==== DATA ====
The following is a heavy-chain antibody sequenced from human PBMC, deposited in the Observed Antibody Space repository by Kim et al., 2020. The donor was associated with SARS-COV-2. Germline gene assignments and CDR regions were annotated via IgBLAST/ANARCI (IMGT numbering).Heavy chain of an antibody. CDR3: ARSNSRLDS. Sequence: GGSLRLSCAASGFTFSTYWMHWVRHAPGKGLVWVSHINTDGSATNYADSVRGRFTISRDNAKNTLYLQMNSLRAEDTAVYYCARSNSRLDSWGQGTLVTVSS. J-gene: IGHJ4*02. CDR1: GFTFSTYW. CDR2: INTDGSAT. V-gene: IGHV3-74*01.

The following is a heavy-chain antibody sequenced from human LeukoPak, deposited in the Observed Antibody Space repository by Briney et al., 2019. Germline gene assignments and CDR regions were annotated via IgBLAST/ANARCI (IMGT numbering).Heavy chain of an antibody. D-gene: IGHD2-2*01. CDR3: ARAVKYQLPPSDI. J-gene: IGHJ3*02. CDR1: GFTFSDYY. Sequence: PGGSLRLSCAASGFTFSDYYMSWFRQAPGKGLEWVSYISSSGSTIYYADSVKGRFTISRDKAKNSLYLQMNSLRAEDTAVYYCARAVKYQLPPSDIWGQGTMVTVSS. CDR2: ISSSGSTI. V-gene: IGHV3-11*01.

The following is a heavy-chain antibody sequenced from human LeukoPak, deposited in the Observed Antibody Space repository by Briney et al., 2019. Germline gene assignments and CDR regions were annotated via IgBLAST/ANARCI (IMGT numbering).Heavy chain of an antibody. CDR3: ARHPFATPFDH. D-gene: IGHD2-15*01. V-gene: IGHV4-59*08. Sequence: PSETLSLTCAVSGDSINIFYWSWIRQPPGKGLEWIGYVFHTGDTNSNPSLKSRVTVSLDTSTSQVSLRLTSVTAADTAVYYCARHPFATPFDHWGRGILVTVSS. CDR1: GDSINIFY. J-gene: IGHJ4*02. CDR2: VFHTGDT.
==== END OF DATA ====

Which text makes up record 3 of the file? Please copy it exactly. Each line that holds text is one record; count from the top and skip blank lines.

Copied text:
The following is a heavy-chain antibody sequenced from human LeukoPak, deposited in the Observed Antibody Space repository by Briney et al., 2019. Germline gene assignments and CDR regions were annotated via IgBLAST/ANARCI (IMGT numbering).Heavy chain of an antibody. CDR3: ARHPFATPFDH. D-gene: IGHD2-15*01. V-gene: IGHV4-59*08. Sequence: PSETLSLTCAVSGDSINIFYWSWIRQPPGKGLEWIGYVFHTGDTNSNPSLKSRVTVSLDTSTSQVSLRLTSVTAADTAVYYCARHPFATPFDHWGRGILVTVSS. CDR1: GDSINIFY. J-gene: IGHJ4*02. CDR2: VFHTGDT.